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Bug #76766 Unexpected behavior, when using namespaces in one file
Submitted: 2018-08-20 07:30 UTC Modified: 2018-08-21 21:50 UTC
From: dirk dot gerigk at atraveo dot com Assigned:
Status: Open Package: *Compile Issues
PHP Version: 7.2.9 OS: Linux
Private report: No CVE-ID: None
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 [2018-08-20 07:30 UTC] dirk dot gerigk at atraveo dot com
Description:
------------
I tried to merge some namespace classes into one file and found some strange behavior. 

Questions: 
 - What are i'm missing to understand here? Or is that unexpected behavior?
 - At witch time is what compiled and when is the global namespace executed?
 - What effect has the use of an interface at the compile time?
 - Why is the global namespace not executed as last?


However, the current behavior makes it impossible to merge classes into one file, but i thought that is possible because of namespaces. 

'Fatal Error: Class '?\?' not found' is generated on the non working tests.

Test script:
---------------
#THIS WORKS
namespace X { class A extends B{} class B {} } namespace { new X\A; }
#THIS NOT
namespace { new X\A; } namespace X { class A extends B {} class B {} }

#THIS WORKS
namespace X { interface T {} class B implements T {} class A extends B {} }
namespace { new X\A; }
#THIS NOT
namespace X { class B implements T {} class A extends B {} interface T {}  }
namespace { new X\A; }

#THIS WORKS NOT
namespace X { class A extends B {}  class B implements T {} interface T {}  }
#THIS ALSO WORKS NOT 
namespace X { interface T {} class A extends B {} class B implements T {} }
#BUT THIS WORKS 
namespace X { class B implements T {} class A extends B {} interface T {}  }

#WORKS 
namespace C { class A {} } 
namespace { new X\A; } 
namespace X { class A extends \C\A {} }
#WORKS NOT
namespace { new X\A; } 
namespace X { class A extends \C\A {} } 
namespace C { class A {} }
#WORKS AGAIN
namespace X { class A extends \C\A {} }
namespace { new X\A; }
namespace C { class A {} }


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 [2018-08-20 07:37 UTC] dirk dot gerigk at atraveo dot com
As not for the first tests, if no interface is used and nothing extends nothing, the order of the of declaration can be random. So this works also fine:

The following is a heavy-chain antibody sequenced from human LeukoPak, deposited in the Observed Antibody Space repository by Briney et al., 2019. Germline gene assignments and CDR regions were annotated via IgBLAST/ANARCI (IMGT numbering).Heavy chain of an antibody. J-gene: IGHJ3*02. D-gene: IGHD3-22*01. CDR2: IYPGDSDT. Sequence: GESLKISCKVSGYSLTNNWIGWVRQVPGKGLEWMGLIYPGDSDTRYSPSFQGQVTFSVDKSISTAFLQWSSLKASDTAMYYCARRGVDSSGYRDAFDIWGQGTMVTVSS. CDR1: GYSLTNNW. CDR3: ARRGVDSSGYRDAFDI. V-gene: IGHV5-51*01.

namespace { new X\A; }
namespace X { class A {} }

Make your one combinations to see the strange behavior.
 [2018-08-20 23:13 UTC] a at b dot c dot de
Your namespaces are not the problem:

#THIS WORKS NOT
class A extends B {}  class B implements T {} interface T {}
#THIS ALSO WORKS NOT 
interface T {} class A extends B {} class B implements T {}
#BUT THIS WORKS 
class B implements T {} class A extends B {} interface T {}

Or your last example:

new A;
class A {}


Classes must be declared before they are instantiated/subclassed.
http://www.php.net/language.oop5.inheritance

I'm actually surprised that
class B implements T {} class A extends B {} interface T {}
works.
 [2018-08-21 07:37 UTC] dirk dot gerigk at atraveo dot com
But 
 new A;
 class A {}
should not work, 
because of 'Classes must be declared before they are instantiated/subclassed'

And what is strange with namespaces that sometimes the behavior changes when interfaces are used, like
this works
 namespace { new X\A; }
 namespace X {  class B  {} class A extends B {} }
this not
 namespace { new X\A; }
 namespace X { interface T {} class B implements T {} class A extends B {} }

In both examples the declaration is in the wrong order, but only the use of an interface breaks the code here.

Whatever, i was only pointing to the strange behavior that makes it mostly impossible to merge complex namespaces in one file, when also a global namespace is present that instantiates objects. 

All examples here are simplified. 
How strange can it be when you are using classes that are extending and implementing from other namespaces. I came across it while i was merging code into one file. 

By the way i was just trying it for no real reason, just want to know if its possible.

But thank for your comment
 [2018-08-21 08:43 UTC] requinix@php.net
> Classes must be declared before they are instantiated/subclassed.
That's *mostly* true. More specifically, classes must be known to PHP before code tries to use them, however some class information is available after PHP initially parses a file and before it's done a more in-depth analysis.
Defining classes in just about anything that uses {}s will disrupt that. https://3v4l.org/ZAEq1

But categorizing a namespace{} as one of the "anything that uses {}s" doesn't quite explain the reported behaviors.
 [2018-08-21 21:50 UTC] cmb@php.net
> That's *mostly* true.

Indeed, there are some exceptions, but I would prefer to not
overcomplicate the documentation, and also to leave some breathing
room for future changes to the engine.  After all, if code regards
this simple rule, it should work in all circumstances (but see
below).  For instance, the first non-working example in the OP
would have to be rewritten according to this rule to:

  namespace { new X\A; } namespace X { class B {} class A extends B {} }

which would compile without errors[1].

> Classes must be declared before they are instantiated/subclassed.
> http://www.php.net/language.oop5.inheritance

Hmm, it seems the referenced man page does not say anything
regarding instantiation, but rather speaks about extending classes
and implementing interfaces, respectively.  The former would only
be relevant, if the class definition won't be resolved during
compile time[2].  This is, however, basically the same for
functions[3], so likely should be documented elsewhere (unless it
already is).  Not sure if the language specification[4] already
addresses this.

[1] <https://3v4l.org/UNvcS>
[2] e.g. <https://3v4l.org/Xi4qg>
[3] <https://3v4l.org/YSpRN>
[4] <https://github.com/php/php-langspec>
 
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